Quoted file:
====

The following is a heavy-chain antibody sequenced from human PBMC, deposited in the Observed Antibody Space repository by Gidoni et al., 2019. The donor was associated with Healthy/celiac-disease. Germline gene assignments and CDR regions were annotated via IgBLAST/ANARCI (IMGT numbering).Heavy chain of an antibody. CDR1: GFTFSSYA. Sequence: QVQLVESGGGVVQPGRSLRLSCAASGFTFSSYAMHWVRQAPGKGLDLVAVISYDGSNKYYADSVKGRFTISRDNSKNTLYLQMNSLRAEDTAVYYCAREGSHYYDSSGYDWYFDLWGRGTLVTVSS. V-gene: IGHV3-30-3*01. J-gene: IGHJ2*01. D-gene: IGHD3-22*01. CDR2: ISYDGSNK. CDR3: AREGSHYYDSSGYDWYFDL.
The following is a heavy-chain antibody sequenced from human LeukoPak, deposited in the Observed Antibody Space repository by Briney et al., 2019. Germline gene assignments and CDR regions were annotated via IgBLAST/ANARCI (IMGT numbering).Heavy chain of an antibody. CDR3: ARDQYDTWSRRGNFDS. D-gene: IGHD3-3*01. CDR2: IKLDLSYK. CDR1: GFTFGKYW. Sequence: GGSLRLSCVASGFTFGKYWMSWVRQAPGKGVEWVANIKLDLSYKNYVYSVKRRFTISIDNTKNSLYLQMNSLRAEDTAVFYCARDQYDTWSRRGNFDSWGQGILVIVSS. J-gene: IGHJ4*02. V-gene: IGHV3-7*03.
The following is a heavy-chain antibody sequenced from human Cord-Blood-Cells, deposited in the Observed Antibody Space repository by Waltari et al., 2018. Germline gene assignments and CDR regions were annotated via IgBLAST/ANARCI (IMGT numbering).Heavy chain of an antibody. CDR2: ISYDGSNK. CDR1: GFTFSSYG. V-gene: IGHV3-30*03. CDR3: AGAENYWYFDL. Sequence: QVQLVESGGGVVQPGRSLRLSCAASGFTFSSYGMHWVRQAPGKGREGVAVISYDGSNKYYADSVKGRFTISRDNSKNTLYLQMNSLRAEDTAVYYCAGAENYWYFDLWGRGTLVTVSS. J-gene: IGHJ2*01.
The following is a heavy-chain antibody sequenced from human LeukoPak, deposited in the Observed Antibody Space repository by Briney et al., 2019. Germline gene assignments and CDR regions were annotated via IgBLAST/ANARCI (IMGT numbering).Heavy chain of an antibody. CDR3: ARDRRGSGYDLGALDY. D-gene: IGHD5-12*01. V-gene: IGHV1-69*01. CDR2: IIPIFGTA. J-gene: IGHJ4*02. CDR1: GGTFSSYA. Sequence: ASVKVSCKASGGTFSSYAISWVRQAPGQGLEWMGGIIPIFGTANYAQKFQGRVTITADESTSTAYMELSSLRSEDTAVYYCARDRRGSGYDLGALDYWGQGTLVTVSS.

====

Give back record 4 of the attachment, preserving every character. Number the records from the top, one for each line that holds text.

The following is a heavy-chain antibody sequenced from human LeukoPak, deposited in the Observed Antibody Space repository by Briney et al., 2019. Germline gene assignments and CDR regions were annotated via IgBLAST/ANARCI (IMGT numbering).Heavy chain of an antibody. CDR3: ARDRRGSGYDLGALDY. D-gene: IGHD5-12*01. V-gene: IGHV1-69*01. CDR2: IIPIFGTA. J-gene: IGHJ4*02. CDR1: GGTFSSYA. Sequence: ASVKVSCKASGGTFSSYAISWVRQAPGQGLEWMGGIIPIFGTANYAQKFQGRVTITADESTSTAYMELSSLRSEDTAVYYCARDRRGSGYDLGALDYWGQGTLVTVSS.